Pat Curren on the way to winning surfing's GromSearch final at Lakey Peak this week

Pat Curren, son of world champion Tom Curren and grandson of legendary namesake Pat. Photo: Mick Curley/Rip Curl

Surfing’s most influential clans, perhaps more than in any other sport, continue to make their mark. We thought we’d look at some of the DNA strands that have changed surfing.

The Fletcher-Hoffmans

<iframe width=”612″ height=”412″ src=”//” frameborder=”0″ allowfullscreen></iframe>The Fletcher-Hoffman clan extends its tentacles so far into the American surfing psyche that it's hard to know where it starts and where it stops. Herbie Fletcher was a great longboarder in the '60s before going on to start Astrodeck, produce the "Wave Warriors" surf videos, and kick-start the tow-surfing movement. He married Dibi Hoffman, sister of two-time world champion Joyce Hoffman and daughter of big-wave pioneer and surfwear textile giant Walter Hoffman. They then produced Christian, one of the most iconic surfers of the late '80s and early '90s, who is credited with taking aerial surfing mainstream.

His brother, Nathan, meanwhile, is regarded as one of the best big-wave surfers in the world; his wave at the Billabong Code Red swell at Teahupoo netted him the 2012 Billabong XXL Global Big Wave Awards Ride of the Year distinction. The short-lived HBO series "John from Cincinnati" was said to be based on the Fletcher clan.

The Hos

Mason Ho rips hard in his front yard. Photo:

Mason Ho rips hard in his front yard. Photo: Courtesy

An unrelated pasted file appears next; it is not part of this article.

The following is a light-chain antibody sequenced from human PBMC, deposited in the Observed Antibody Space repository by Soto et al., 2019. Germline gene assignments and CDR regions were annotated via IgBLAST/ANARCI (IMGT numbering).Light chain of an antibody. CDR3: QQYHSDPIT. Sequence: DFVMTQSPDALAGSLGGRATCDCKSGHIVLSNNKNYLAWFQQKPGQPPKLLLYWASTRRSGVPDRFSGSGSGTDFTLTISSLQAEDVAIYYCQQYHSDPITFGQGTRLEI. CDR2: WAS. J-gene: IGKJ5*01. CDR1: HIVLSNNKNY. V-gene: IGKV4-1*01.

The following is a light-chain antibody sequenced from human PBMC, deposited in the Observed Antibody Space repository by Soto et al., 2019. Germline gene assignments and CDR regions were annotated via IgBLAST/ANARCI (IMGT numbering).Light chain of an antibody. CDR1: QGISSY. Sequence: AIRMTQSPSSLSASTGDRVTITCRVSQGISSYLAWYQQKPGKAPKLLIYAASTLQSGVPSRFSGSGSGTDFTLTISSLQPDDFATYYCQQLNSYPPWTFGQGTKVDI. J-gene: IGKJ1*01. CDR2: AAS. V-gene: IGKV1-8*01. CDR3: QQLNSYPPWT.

Michael Ho — or Uncle Mike, as he's known — was one of the best Hawaiian surfers of all time, famously winning the Pipe Masters with a broken wrist and finishing in the top 16 for 10 consecutive years. His younger brother, Derek, was the 1993 world champion and a multiple Pipe Masters champion. Their Hawaiian pedigree has been handed down to the next generation with Mike's children Coco and Mason making their mark at an early age. Coco, 24, has been ranked consistently in the top 10, while Mason's big-wave surfing and crazy aerial antics have seen him become one of the best-known freesurfers.

The Irons

Andy Irons and his younger brother, Bruce, were the two most talented surfers to come out of Hawaii for two decades. Andy, who died in 2009, was a three-time world champion and the only surfer to ever really challenge Kelly Slater, his greatest rival. Bruce did not achieve the same level of competitive success, but his freesurfing and free spirit made him one of the most popular and well-paid surfers. Their uncle Rick was the best of six very talented brothers and a professional surfer, while Rick Irons Jr. has play keyed roles in the surf industry, including being publisher of SURFER.

Bruce and Andy's other cousin Janna has followed in Rick's footsteps, handling managing-editor duties at SURFER for years and acting as editor-in-chief of Salted before leaving last year and ultimately pursuing the van life.

The Currens

Lee-Ann and Tom Curren on their way to Japanese waves.

LeeAnn and Tom Curren on their way to Japanese waves. Courtesy photo

It's hard to go past the Curren clan in terms of services to surfing. The patriarch, Pat Curren, was one of surfing's first big-wave chargers and an iconic surfboard maker whose surfing in the '50s in Hawaii and California influenced a generation. His eldest son, Tom, was a three-time world champion and is universally acknowledged as the most stylish surfer ever to ride a surfboard, while his youngest son, Joe, was also a talented surfer and photographer.

The Curren legacy has continued with Tom's France-based daughter, LeeAnn, a professional surfer who qualified for the elite tour in 2009. In a full circle, Tom's youngest son, Pat, last year won the Rip Curl International GromSearch Final in Indonesia, meaning the Currens' 50-year legacy isn't done yet.

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